relating to the detention of aliens:
are not incidental to the aliens power. They deal with the very subject of
aliens. They are at the very centre of the power, not at
its circumference or
outside the power but directly operating on the subject matter of the
In this way, McHugh J’s reasoning potentially expands the circumstances
in which the executive can detain. This is achieved
by removing one important
test available to the Court in scrutinising the rational connection or necessity
between the law and the
head of power.
38 Al Kateb, supra n 4, per McHugh J, at 134.
39 Ibid, 134 -35.
40 Ibid, 135.
Justice Hayne ambiguously stated in his judgment that ‘I would not
identify the relevant power in quite so confined a manner
as is implicit in the
joint reasons in Lim.’41 While he was careful to stress
that a connection with the relevant head of power was necessary to validate a
law authorising detention
of non-citizens, his judgment suggests that almost any
law with such a connection will be valid, and that certainly, ‘these
in their exclusionary operation have that connection.’42 Thus,
it is not just laws that are incidental to the power to exclude, admit and
deport that are authorised as held in Lim, but also laws aimed at
segregating aliens from the community and excluding them from the benefits of an
Australian way of life.
Preferring a Previous Minority Opinion
Justice McHugh’s reinterpretation of the ratio, set out above, is
perhaps not surprising given that he had advanced that interpretation
aliens power in Lim. As the only member of the Court common to both
judgments, it could be argued that his Honour had a particular insight into what
the majority meant in the earlier case. However, it is more persuasive to note
that his Honour did not agree on this issue with the
majority in Lim, and
that here he has held with his earlier interpretation. It is not clear that his
current position can be reconciled with the
majority decision in the 1992 case;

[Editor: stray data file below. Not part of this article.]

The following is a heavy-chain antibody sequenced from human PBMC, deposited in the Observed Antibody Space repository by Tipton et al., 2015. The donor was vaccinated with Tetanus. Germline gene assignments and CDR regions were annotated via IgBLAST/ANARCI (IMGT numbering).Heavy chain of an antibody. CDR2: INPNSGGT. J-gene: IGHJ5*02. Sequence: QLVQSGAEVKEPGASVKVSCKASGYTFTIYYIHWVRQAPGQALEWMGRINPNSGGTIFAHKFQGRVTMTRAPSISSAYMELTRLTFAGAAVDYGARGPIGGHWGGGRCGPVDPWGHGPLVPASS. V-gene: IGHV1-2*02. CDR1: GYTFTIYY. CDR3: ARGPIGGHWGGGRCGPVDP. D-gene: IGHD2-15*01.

rather, his Honour’s judgment exhibits a coherent line of reasoning
developed from his
Expanding the Characterisation of the ‘Legitimate Purpose’ of the
In Lim, the legitimate purpose of the law was expressed as being
incidental and necessary to affect processing or deportation of the asylum
seeker. No purposes beyond this were expressly contemplated in the judgment.
However, in Al Kateb, the majority did not confine itself to these
qualified purposes. Justice Hayne, for one, stated that:
the conclusion that a law requiring detention for the purposes of processing
a visa application and ... for the purpose of removing
the non-citizen from
Australia is a law with respect to aliens and with respect to
immigration, does not necessarily entail that a law requiring detention of
in other circumstances, or for other purposes, is beyond
In fact, all the majority judges were prepared to look beyond the purposes
that were set out in Lim.
41 Ibid, per Hayne J, 188.
42 Ibid, 189.
43 Ibid, 185-86.
In Justice McHugh’s view, the detention did not need to be tied to the purpose of the legislation in the same way the majority in Lim had advanced. Instead, it could extend beyond these purposes to the purpose of segregating an alien from the Australian community,44 and to protecting the Australian community from the alien.45 Neither of these purposes would render the law punitive so as to attract court scrutiny. This necessarily expands those situations in which the aliens power could authorise executive detention beyond those delimited by the majority in Lim. Justice Hayne also set out further legitimate purposes, stating that ‘it is plain that unlawful non-citizens have no general immunity from detention otherwise than by judicial process’46 and that they can therefore be detained for a variety of legitimate purposes, including excluding a non-citizen from the Australian community, preventing entry to Australia, or, after entry, by segregating that person from the community.47
Callinan J voiced similar sentiments. Without finding it necessary to decide
the issue, he hypothesised that detention could extend
to segregating aliens
from the community, excluding them from the right to work or ‘otherwise
enjoying the benefits that Australian
citizens enjoy... If it were otherwise ...
non-citizens would be able to become de facto citizens.’48 He
also provided an obiter statement to the effect that detention for the purposes
of deterrence49 might be constitutionally acceptable.
The change in the reasoning between Lim and Al Kateb on this issue is one of purpose versus effect. In Lim, the question was whether the law was one that could be seen as being for the purpose of bringing about a legitimate end
– refugee detention for the purpose of status determination
and/or removal. In Al Kateb, the legitimate end was not the focus.
Rather, the purpose of the law became a question tied up with the applicability
of Ch III
and the separation of powers, in that laws with a punitive purpose